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Original Investigation
June 18, 2019

Associations of Amyloid, Tau, and Neurodegeneration Biomarker Profiles With Rates of Memory Decline Among Individuals Without Dementia

Author Affiliations
  • 1Department of Radiology, Mayo Clinic, Rochester, Minnesota
  • 2Department of Health Sciences Research, Mayo Clinic, Rochester, Minnesota
  • 3Department of Neurology, Mayo Clinic, Rochester, Minnesota
  • 4Department of Nuclear Medicine, Mayo Clinic, Rochester, Minnesota
  • 5Department of Psychiatry & Psychology, Mayo Clinic, Rochester, Minnesota
JAMA. 2019;321(23):2316-2325. doi:10.1001/jama.2019.7437
Key Points

Question  Do rates of memory decline vary by the amyloid, tau, and neurodegeneration biomarker profiles described in the recent National Institute on Aging–Alzheimer’s Association Research Framework?

Findings  In this longitudinal cohort study that included 480 participants without dementia, the addition of amyloid positron emission tomography, tau positron emission tomography, and magnetic resonance imaging cortical thickness to a model that included clinical and genetic variables resulted in a small but statistically significant improvement in predictive accuracy for memory decline (R2, 0.31 vs 0.26).

Meaning  Amyloid, tau, and neurodegeneration biomarkers may provide incremental prognostic value in addition to more readily available clinical and genetic variables, but the clinical importance of this difference is uncertain.

Abstract

Importance  A National Institute on Aging and Alzheimer’s Association workgroup proposed a research framework for Alzheimer disease in which biomarker classification of research participants is labeled AT(N) for amyloid, tau, and neurodegeneration biomarkers.

Objective  To determine the associations between AT(N) biomarker profiles and memory decline in a population-based cohort of individuals without dementia age 60 years or older, and to determine whether biomarkers provide incremental prognostic value beyond more readily available clinical and genetic information.

Design, Setting, and Participants  Population-based cohort study of cognitive aging in Olmsted County, Minnesota, that included 480 nondemented Mayo Clinic Study of Aging participants who had a clinical evaluation and amyloid positron emission tomography (PET) (A), tau PET (T), and magnetic resonance imaging (MRI) cortical thickness (N) measures between April 16, 2015, and November 1, 2017, and at least 1 clinical evaluation follow-up by November 12, 2018.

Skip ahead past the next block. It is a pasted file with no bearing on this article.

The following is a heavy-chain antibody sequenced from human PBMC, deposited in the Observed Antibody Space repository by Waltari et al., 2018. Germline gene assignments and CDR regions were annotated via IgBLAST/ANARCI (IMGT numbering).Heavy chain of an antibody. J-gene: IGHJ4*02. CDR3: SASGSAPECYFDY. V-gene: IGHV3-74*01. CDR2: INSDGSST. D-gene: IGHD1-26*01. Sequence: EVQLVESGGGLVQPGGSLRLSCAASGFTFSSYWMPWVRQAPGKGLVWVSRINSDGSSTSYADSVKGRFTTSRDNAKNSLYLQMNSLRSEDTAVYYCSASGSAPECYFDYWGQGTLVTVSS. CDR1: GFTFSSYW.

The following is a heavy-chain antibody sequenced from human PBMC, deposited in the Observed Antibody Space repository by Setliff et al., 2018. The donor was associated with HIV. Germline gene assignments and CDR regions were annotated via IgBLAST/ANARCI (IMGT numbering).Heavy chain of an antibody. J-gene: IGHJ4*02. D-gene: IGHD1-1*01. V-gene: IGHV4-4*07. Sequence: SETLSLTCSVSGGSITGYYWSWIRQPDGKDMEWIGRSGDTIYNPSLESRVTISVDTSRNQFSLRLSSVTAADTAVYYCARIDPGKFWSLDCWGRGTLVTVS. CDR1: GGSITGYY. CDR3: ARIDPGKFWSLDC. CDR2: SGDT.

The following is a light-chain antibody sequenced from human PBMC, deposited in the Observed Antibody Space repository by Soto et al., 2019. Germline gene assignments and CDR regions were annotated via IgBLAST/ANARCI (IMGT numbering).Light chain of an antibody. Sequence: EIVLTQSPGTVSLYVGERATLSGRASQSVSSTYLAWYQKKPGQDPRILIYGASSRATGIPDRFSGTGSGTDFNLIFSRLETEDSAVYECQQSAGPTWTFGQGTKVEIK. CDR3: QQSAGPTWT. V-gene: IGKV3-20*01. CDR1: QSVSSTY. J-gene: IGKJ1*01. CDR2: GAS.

Exposures  Age, sex, education, cardiovascular and metabolic conditions score, APOE genotype, and AT(N) biomarker profiles. Each of A, T, or (N) can be abnormal (+) or normal (−), resulting in 8 AT(N) profiles.

Main Outcomes and Measures  Primary outcome was a composite memory score measured longitudinally at 15-month intervals. Analyses measured the associations between predictor variables and the memory score, and whether AT(N) biomarker profiles significantly improved prediction of memory z score rates of change beyond a model with clinical and genetic variables only.

Results  Participants were followed up for a median of 4.8 years (interquartile range [IQR], 3.8-5.1) and 44% were women (211/480). Median (IQR) ages ranged from 67 years (65-73) in the A−T−(N)− group to 83 years (76-87) in the A+T+(N)+ group. Of the participants, 92% (441/480) were cognitively unimpaired but the A+T+(N)+ group had the largest proportion of mild cognitive impairment (30%). AT(N) biomarkers improved the prediction of memory performance over a clinical model from an R2 of 0.26 to 0.31 (P < .001). Memory declined fastest in the A+T+(N)+, A+T+(N)−, and A+T−(N)+ groups compared with the other 5 AT(N) groups (P = .002). Estimated rates of decline in the 3 fastest declining groups were −0.13 (95% CI, −0.17 to −0.09), −0.10 (95% CI, −0.16 to −0.05), and −0.10 (95% CI, −0.13 to −0.06) z score units per year, respectively, for an 85-year-old APOE ε4 noncarrier.

Conclusions and Relevance  Among older persons without baseline dementia followed for a median of 4.8 years, a prediction model that included amyloid PET, tau PET, and MRI cortical thickness resulted in a small but statistically significant improvement in predicting memory decline over a model with more readily available clinical and genetic variables. The clinical importance of this difference is uncertain.

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